Another big upcoming weekend of men’s fastpitch in O’Leary
Legends Field is the new name for what most know as Queen Elizabeth Park's Baseball Field.
The name is a great choice that is intended to honour those who have made a significant contribution to baseball in the Summerside area.
Paul Power, who has played many great games himself on this field, chairs the Summerside sports heritage committee. He tells me that the City of Summerside has endorsed the name, and there will be an official dedication on Sept. 21 at the newly-named Legends Field.
A selection committee, headed by Paul H. Schurman, is looking to form an “Honour Roll” for the field and is seeking nominations. The deadline is Sept. 9.
The “Honour Roll” will recognize individuals, teams or other organizations that have made outstanding contributions as builders, promoters, organizers, supporters, players, coaches, managers or volunteers to the sport of baseball in the Summerside area.
It is a great idea to name this field, and at the same time recognize those who deserve the honour of being named to the field's “Honour Roll.”
It is a great name for the field, and more will follow leading up to its official naming in just three weeks.
Men’s fastpitch seems to be making a comeback on P.E.I., and judging from the recent Island championship, fans and players have something to look forward to.
The O'Leary Summerside Chrysler Dodge Eagles’ 2-1 series win over the Charlottetown Gahan House Fawcetts drew great fan interest as the teams were very close in terms of talent, and the only drawback was the series was too short.
If I recall correctly the original plan was for a longer series, but time restraints played a factor.
The action shot in last Saturday’s Journal Pioneer was one of the pictures that was worth a thousand words. It was an action shot of Jeff Ellsworth, but what caught my attention from the picture was the number of kids watching from behind the screen. I wonder how many of those kids play ball, or will play in the future after being exposed to this great series?
A lot of the time potential players of the future need to be exposed to the game at its highest level for enough interest to be created for these kids to maybe want to play the game.
They see an international-calibre player like Ellsworth in action, and some no doubt will want to follow in his footsteps.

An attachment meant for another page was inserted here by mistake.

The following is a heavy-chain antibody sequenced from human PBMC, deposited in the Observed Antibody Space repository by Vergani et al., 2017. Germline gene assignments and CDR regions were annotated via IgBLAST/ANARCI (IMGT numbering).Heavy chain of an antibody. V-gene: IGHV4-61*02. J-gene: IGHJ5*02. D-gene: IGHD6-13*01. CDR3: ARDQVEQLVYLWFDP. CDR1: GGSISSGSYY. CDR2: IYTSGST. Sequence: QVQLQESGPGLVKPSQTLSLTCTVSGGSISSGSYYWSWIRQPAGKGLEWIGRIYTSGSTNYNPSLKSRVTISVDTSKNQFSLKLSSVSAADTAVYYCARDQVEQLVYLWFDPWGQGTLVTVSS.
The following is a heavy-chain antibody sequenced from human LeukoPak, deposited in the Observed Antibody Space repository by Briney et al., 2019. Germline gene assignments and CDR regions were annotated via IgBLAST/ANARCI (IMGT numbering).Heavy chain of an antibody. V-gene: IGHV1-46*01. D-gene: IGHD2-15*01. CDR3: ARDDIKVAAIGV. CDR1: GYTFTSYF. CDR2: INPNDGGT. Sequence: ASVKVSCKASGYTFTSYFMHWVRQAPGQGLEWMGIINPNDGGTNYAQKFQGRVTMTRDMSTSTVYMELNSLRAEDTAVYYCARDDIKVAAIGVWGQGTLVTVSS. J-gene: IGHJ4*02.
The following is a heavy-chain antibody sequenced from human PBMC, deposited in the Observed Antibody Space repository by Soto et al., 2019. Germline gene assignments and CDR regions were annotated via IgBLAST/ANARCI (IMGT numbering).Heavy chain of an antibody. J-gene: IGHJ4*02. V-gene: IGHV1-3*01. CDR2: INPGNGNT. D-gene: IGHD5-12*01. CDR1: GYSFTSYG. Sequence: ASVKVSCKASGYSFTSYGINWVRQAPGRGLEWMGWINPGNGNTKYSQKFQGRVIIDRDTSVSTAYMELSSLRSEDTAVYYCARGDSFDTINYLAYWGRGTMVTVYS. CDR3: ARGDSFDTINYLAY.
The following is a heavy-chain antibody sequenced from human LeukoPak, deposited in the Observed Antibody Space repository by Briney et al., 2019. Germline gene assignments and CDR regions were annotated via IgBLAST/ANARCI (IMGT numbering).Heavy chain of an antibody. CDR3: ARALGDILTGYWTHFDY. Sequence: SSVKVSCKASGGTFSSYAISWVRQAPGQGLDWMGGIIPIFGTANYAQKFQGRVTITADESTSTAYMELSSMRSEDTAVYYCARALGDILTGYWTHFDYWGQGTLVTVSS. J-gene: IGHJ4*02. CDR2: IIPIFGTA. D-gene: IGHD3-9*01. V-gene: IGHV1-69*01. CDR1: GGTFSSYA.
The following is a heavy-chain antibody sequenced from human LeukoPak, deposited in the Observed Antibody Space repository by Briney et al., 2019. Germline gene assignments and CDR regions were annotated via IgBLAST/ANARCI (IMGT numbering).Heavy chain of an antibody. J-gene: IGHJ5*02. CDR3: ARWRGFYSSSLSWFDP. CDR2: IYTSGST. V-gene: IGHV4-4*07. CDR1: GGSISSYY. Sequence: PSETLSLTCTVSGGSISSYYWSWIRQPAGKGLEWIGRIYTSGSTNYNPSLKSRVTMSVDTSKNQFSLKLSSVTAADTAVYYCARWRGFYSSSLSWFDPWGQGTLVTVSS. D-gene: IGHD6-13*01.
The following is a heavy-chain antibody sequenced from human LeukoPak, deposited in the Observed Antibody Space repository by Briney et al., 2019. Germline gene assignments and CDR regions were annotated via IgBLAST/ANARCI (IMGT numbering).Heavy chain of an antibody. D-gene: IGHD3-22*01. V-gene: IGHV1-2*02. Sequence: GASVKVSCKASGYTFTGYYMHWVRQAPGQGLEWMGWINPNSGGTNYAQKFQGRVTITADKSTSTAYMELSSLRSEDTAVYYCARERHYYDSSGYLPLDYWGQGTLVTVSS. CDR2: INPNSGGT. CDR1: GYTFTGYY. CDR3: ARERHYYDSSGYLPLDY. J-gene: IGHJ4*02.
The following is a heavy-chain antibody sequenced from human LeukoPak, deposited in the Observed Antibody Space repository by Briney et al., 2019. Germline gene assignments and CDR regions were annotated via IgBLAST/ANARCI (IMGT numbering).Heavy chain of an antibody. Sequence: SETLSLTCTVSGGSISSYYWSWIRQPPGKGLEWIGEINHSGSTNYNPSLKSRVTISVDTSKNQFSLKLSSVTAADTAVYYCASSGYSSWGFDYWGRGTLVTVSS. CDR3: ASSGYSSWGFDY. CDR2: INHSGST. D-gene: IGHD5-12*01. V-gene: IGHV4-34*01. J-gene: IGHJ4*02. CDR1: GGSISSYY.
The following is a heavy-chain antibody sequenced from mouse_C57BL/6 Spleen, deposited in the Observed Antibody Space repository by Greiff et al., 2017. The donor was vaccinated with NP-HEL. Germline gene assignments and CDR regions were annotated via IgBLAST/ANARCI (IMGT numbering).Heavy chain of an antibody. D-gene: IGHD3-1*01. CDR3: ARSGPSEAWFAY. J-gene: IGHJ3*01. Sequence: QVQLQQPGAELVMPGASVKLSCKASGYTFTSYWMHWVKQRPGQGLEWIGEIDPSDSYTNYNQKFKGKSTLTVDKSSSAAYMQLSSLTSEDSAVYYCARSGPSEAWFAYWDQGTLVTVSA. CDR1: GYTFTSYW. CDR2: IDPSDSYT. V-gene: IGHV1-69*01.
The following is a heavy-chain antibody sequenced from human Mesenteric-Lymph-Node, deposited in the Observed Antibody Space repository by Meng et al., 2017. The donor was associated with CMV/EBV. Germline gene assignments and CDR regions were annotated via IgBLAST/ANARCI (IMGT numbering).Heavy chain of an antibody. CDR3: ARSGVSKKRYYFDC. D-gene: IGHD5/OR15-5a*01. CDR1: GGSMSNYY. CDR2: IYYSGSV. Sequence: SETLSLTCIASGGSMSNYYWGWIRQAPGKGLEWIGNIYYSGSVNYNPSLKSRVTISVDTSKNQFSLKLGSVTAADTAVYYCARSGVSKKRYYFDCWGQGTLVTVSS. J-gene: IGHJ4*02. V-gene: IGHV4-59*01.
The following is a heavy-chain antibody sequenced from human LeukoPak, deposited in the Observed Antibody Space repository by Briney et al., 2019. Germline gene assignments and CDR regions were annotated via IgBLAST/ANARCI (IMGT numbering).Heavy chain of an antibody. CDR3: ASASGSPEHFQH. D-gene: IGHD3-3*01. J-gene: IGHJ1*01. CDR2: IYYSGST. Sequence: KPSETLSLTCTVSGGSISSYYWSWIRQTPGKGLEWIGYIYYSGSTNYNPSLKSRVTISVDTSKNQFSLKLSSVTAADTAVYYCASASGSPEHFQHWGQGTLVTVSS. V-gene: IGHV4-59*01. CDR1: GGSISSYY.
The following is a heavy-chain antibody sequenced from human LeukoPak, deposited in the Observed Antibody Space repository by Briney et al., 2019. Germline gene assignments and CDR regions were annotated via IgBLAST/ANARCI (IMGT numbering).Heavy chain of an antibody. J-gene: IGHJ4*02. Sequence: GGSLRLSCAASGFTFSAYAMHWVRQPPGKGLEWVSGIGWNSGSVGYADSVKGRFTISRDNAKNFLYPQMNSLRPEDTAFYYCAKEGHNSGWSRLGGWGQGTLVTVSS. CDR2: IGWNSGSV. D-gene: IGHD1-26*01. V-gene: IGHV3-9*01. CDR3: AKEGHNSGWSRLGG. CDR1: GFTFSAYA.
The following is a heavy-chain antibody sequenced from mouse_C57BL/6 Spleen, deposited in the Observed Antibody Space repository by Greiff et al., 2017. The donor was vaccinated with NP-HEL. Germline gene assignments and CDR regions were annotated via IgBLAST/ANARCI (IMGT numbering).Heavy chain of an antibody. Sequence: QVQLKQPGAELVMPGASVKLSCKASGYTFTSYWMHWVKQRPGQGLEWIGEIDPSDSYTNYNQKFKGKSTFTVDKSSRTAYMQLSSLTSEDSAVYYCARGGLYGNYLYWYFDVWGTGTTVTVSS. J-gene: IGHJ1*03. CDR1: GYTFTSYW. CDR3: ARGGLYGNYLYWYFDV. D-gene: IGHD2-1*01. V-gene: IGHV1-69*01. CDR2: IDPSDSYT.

The Eagles are hosting the Eastern Canadian championships next weekend. Ellsworth, along with flame-thrower Mitch Hardy, will lead the way for the Eagles. It will be a great tournament that will draw a lot of fan interest, and no doubt those same kids will be there.
Good luck to the Eagles!
Great race day
It was a great day for racing out at Red Shores at Summerside Raceway last Sunday.
That 1:55:1 trip by two-year-old filly Saulsbrook Alana was a season's best for a half-mile track in Canada.
That trip shows just how good this two-year-old is, and at the same time shows that Summerside is as fast of a half-mile track as there is in the country.
The almost $33,000 handle at the betting windows was one of the better ones this year, and, once again, proves that the good horses attract the bettors.
The annual Labour Day card goes Monday at 1 p.m.
Toronto Blue Jays
They are not the worst Jays’ team ever, but are not far from it.
The 2013 edition of the Jays are without a doubt the most disappointing team in the team's 37-year history. They are 19 games behind division-leading Boston as this is written, and will need to win 13 of their last 28 games just to match last season's record of 73-89.
Since 2000, the 2004 Jays (67-94) had the worst record in that time frame. One has to go all the way back to 1980 to find a worse record than that 2004 team.
Who would have ever thought last off-season, when the Jays made such a big splash with all the trades and free-agent signings, that we may be talking about one of the worst Jay teams since they joined the American League in 1977?
The orientation camp this week in Calgary for the 2014 Canadian men's hockey team sure seemed a bit strange to say the least.
Having Canada's star players dressed in ball hockey gear on an Olympic-sized floor was the best that Hockey Canada could do as no one was willing to pay the insurance premiums to insure the $1.5 billion in player contracts of the 46 Team Canada hopefuls.
Local resident and great sports fan Hal Birch may have said it best when he asked, “Could these multi-millionaire players not afford the cost of the insurance?”
One would think that a guy like Sidney Crosby could afford it with an annual salary of $8.7 million. I am not sure of how much the cost would be, but one would think that these 46 players could scrape up enough cash to have the proper evaluation camp!
Have a great week!
Joe MacIntyre is a Summerside resident. His column appears every Saturday. Comments and suggestions can be sent to email@example.com.